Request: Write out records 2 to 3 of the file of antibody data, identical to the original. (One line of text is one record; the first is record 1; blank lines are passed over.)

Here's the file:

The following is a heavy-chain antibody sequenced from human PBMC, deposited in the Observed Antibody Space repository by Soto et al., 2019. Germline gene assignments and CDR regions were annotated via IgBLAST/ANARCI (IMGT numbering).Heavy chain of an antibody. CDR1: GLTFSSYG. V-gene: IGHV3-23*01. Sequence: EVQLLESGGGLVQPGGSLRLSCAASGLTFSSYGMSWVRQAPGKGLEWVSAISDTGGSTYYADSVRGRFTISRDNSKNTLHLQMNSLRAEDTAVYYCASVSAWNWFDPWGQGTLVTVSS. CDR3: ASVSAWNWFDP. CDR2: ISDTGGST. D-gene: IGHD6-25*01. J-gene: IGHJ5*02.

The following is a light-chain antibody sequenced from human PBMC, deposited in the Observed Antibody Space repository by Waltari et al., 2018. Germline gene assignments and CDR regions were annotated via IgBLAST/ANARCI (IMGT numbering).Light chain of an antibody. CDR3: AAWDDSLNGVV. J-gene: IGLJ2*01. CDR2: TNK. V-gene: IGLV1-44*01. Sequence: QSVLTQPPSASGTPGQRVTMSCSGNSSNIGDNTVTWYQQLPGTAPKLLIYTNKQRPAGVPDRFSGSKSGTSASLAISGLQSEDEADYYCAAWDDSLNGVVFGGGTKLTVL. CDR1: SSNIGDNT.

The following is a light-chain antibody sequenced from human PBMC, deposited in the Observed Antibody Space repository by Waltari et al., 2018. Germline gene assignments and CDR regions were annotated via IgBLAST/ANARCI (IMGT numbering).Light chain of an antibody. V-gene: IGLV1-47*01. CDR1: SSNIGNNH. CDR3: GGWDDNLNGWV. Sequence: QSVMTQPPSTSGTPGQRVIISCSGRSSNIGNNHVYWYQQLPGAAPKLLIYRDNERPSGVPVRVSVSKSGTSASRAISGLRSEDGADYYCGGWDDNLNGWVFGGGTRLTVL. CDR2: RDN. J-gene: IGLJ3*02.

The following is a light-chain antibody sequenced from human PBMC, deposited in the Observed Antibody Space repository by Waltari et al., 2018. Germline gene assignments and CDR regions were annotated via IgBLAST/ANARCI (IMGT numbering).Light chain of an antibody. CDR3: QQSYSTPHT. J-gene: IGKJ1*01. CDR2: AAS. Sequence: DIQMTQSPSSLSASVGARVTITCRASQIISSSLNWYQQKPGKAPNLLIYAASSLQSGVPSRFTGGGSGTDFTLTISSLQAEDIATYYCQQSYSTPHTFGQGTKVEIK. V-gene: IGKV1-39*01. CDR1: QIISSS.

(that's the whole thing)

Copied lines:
The following is a light-chain antibody sequenced from human PBMC, deposited in the Observed Antibody Space repository by Waltari et al., 2018. Germline gene assignments and CDR regions were annotated via IgBLAST/ANARCI (IMGT numbering).Light chain of an antibody. CDR3: AAWDDSLNGVV. J-gene: IGLJ2*01. CDR2: TNK. V-gene: IGLV1-44*01. Sequence: QSVLTQPPSASGTPGQRVTMSCSGNSSNIGDNTVTWYQQLPGTAPKLLIYTNKQRPAGVPDRFSGSKSGTSASLAISGLQSEDEADYYCAAWDDSLNGVVFGGGTKLTVL. CDR1: SSNIGDNT.

The following is a light-chain antibody sequenced from human PBMC, deposited in the Observed Antibody Space repository by Waltari et al., 2018. Germline gene assignments and CDR regions were annotated via IgBLAST/ANARCI (IMGT numbering).Light chain of an antibody. V-gene: IGLV1-47*01. CDR1: SSNIGNNH. CDR3: GGWDDNLNGWV. Sequence: QSVMTQPPSTSGTPGQRVIISCSGRSSNIGNNHVYWYQQLPGAAPKLLIYRDNERPSGVPVRVSVSKSGTSASRAISGLRSEDGADYYCGGWDDNLNGWVFGGGTRLTVL. CDR2: RDN. J-gene: IGLJ3*02.